Dinesh D'Souza

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Dinesh D'Souza

Dinesh D'Souza (born April 25, 1961 in Bombay, India) is an American conservative author.

D'Souza is the author of numerous New York Times bestseller list books, including:

  • Illiberal Education (1991).
  • The End of Racism (1995).
  • Ronald Reagan: How an Ordinary Man Became an Extraordinary Leader (1997).
  • The Virtue of Prosperity: Finding Values in an Age of Techno-Affluence (2000).
  • Letters to a Young Conservative (2002).
  • What's So Great about America (2002).

On October 15, 1990, he became a naturalized citizen of the United States.



D'Souza is the Robert and Karen Rishwain Fellow at the Hoover Institution. He served previously as senior domestic policy analyst in the White House from 1987 to 1988 and, previously, as a member of the editorial staff of Policy Review magazine.


D'Souza is a noted conservative, and defines conservatism in the American sense as "conserving the principles of the American Revolution". He argues that it is a blend of classical liberalism and ancient virtue, in particular, "the belief that there are moral standards in the universe and that living up to them is the best way to have a full and happy life." He also argues against what he calls the modern liberal belief that "human nature is intrinsically good," and thus that "the great conflicts in the world…arise out of terrible misunderstandings that can be corrected through ongoing conversation and through the mediation of the United Nations." (Letters to a Young Conservative)

Liberal intolerance and racial preferences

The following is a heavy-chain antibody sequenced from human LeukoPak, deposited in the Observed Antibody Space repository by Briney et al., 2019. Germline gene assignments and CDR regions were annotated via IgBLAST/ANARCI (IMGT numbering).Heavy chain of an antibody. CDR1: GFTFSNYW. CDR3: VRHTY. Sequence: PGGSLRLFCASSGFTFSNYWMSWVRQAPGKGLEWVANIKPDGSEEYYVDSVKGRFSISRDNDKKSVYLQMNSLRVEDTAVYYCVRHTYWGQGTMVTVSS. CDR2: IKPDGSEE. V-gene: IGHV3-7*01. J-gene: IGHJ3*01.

D'Souza challenges liberal (left-wing) beliefs and projects such as affirmative action, and social welfare programs. His first and second books, Illiberal Education and The End of Racism, came under critical attack from many liberals but were widely supported by conservatives. In the first, he argued that the ostensible tolerance practised by many universities was actually an intolerance of any conservative view, and this theme has been continued by university professors such as Mike Adams in Welcome to the Ivory Tower of Babel: Confessions of a Conservative College Professor. D'Souza's denial of the existence of institutionalized racism in modern American society (especially since he is an immigrant and member of a minority race himself) has made him an enemy of many civil rights groups and leaders, including Jesse Jackson.

D'Souza has often stated that he believes idealizing the rebellion against slavery is a source of disability among African Americans wanting to reintegrate into the new "non-racist" society. He believes that slaves, to preserve a sense of dignity, in the circumstances of cruel slavery, would by nature tend to be defiant. This defiance, exemplified in the archetype of the "bad nigger", would become the central hero for African slaves, restoring a degree of pride and dignity to all. But, he continues, the price of this would be the habitually engrained attitude of defiance, that was ultimately self-destructive. These self-destructive habits still have a legacy today, D'Souza contends, and serve to explain, in a large part, the degree to which slave descendants suffer from social and self-esteem issues, inheritors of an ideal that heralded a bad attitude.

As an Indian immigrant (with Portuguese blood), D'Souza has admitted that he believes his race has worked to his political advantage. As a critic of the role of racism in American society, he frequently denounces the actions of his fellow minorities, often with frank language that many believe would be perceived as racist if it were spoken by a white. For example, he argues that racial preferences "devalue black achievements, and they intensify doubts about black capacity."